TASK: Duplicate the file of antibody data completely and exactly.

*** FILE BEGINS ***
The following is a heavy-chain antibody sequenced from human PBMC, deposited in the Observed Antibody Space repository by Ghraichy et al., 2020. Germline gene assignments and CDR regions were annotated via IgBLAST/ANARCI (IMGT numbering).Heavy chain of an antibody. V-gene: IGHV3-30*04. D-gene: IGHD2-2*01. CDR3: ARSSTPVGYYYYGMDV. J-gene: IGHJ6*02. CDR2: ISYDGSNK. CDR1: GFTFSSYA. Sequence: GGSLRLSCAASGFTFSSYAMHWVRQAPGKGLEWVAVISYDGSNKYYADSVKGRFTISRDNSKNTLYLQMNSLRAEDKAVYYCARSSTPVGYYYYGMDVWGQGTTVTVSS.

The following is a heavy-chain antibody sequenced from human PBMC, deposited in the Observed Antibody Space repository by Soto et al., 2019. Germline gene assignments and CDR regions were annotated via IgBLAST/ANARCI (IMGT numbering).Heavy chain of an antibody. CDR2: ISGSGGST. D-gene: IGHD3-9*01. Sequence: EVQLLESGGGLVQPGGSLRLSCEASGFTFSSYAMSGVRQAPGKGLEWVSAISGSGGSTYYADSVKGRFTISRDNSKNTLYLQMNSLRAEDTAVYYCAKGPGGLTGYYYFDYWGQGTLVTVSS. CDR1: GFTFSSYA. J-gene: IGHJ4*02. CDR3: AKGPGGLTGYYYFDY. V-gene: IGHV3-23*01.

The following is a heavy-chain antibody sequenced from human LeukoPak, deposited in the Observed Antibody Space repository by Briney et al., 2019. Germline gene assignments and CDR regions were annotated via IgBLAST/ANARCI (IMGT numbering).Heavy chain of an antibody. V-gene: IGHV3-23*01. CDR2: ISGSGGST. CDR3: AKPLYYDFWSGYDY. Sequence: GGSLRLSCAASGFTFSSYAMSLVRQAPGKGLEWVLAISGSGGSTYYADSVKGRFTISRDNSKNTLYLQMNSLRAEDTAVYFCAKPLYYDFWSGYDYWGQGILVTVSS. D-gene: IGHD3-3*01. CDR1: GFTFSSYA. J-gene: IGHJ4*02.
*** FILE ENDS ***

The following is a heavy-chain antibody sequenced from human PBMC, deposited in the Observed Antibody Space repository by Ghraichy et al., 2020. Germline gene assignments and CDR regions were annotated via IgBLAST/ANARCI (IMGT numbering).Heavy chain of an antibody. V-gene: IGHV3-30*04. D-gene: IGHD2-2*01. CDR3: ARSSTPVGYYYYGMDV. J-gene: IGHJ6*02. CDR2: ISYDGSNK. CDR1: GFTFSSYA. Sequence: GGSLRLSCAASGFTFSSYAMHWVRQAPGKGLEWVAVISYDGSNKYYADSVKGRFTISRDNSKNTLYLQMNSLRAEDKAVYYCARSSTPVGYYYYGMDVWGQGTTVTVSS.

The following is a heavy-chain antibody sequenced from human PBMC, deposited in the Observed Antibody Space repository by Soto et al., 2019. Germline gene assignments and CDR regions were annotated via IgBLAST/ANARCI (IMGT numbering).Heavy chain of an antibody. CDR2: ISGSGGST. D-gene: IGHD3-9*01. Sequence: EVQLLESGGGLVQPGGSLRLSCEASGFTFSSYAMSGVRQAPGKGLEWVSAISGSGGSTYYADSVKGRFTISRDNSKNTLYLQMNSLRAEDTAVYYCAKGPGGLTGYYYFDYWGQGTLVTVSS. CDR1: GFTFSSYA. J-gene: IGHJ4*02. CDR3: AKGPGGLTGYYYFDY. V-gene: IGHV3-23*01.

The following is a heavy-chain antibody sequenced from human LeukoPak, deposited in the Observed Antibody Space repository by Briney et al., 2019. Germline gene assignments and CDR regions were annotated via IgBLAST/ANARCI (IMGT numbering).Heavy chain of an antibody. V-gene: IGHV3-23*01. CDR2: ISGSGGST. CDR3: AKPLYYDFWSGYDY. Sequence: GGSLRLSCAASGFTFSSYAMSLVRQAPGKGLEWVLAISGSGGSTYYADSVKGRFTISRDNSKNTLYLQMNSLRAEDTAVYFCAKPLYYDFWSGYDYWGQGILVTVSS. D-gene: IGHD3-3*01. CDR1: GFTFSSYA. J-gene: IGHJ4*02.